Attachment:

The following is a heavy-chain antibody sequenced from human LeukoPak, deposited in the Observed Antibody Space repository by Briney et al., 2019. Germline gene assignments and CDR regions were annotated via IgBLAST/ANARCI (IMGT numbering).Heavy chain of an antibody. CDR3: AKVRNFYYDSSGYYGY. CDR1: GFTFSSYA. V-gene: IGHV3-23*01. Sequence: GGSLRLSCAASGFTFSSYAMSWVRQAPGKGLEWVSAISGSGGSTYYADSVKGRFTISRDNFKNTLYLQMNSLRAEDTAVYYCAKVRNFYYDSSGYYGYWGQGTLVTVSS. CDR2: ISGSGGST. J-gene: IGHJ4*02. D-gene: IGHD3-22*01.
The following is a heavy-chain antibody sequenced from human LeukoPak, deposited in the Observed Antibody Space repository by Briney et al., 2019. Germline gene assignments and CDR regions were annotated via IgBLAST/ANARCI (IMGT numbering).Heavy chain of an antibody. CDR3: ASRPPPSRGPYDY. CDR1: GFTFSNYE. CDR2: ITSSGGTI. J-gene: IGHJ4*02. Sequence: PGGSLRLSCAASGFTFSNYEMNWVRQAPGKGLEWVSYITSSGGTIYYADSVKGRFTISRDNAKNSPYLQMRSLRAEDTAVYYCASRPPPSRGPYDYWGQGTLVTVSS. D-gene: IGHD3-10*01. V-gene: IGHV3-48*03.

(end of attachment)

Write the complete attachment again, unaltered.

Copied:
The following is a heavy-chain antibody sequenced from human LeukoPak, deposited in the Observed Antibody Space repository by Briney et al., 2019. Germline gene assignments and CDR regions were annotated via IgBLAST/ANARCI (IMGT numbering).Heavy chain of an antibody. CDR3: AKVRNFYYDSSGYYGY. CDR1: GFTFSSYA. V-gene: IGHV3-23*01. Sequence: GGSLRLSCAASGFTFSSYAMSWVRQAPGKGLEWVSAISGSGGSTYYADSVKGRFTISRDNFKNTLYLQMNSLRAEDTAVYYCAKVRNFYYDSSGYYGYWGQGTLVTVSS. CDR2: ISGSGGST. J-gene: IGHJ4*02. D-gene: IGHD3-22*01.
The following is a heavy-chain antibody sequenced from human LeukoPak, deposited in the Observed Antibody Space repository by Briney et al., 2019. Germline gene assignments and CDR regions were annotated via IgBLAST/ANARCI (IMGT numbering).Heavy chain of an antibody. CDR3: ASRPPPSRGPYDY. CDR1: GFTFSNYE. CDR2: ITSSGGTI. J-gene: IGHJ4*02. Sequence: PGGSLRLSCAASGFTFSNYEMNWVRQAPGKGLEWVSYITSSGGTIYYADSVKGRFTISRDNAKNSPYLQMRSLRAEDTAVYYCASRPPPSRGPYDYWGQGTLVTVSS. D-gene: IGHD3-10*01. V-gene: IGHV3-48*03.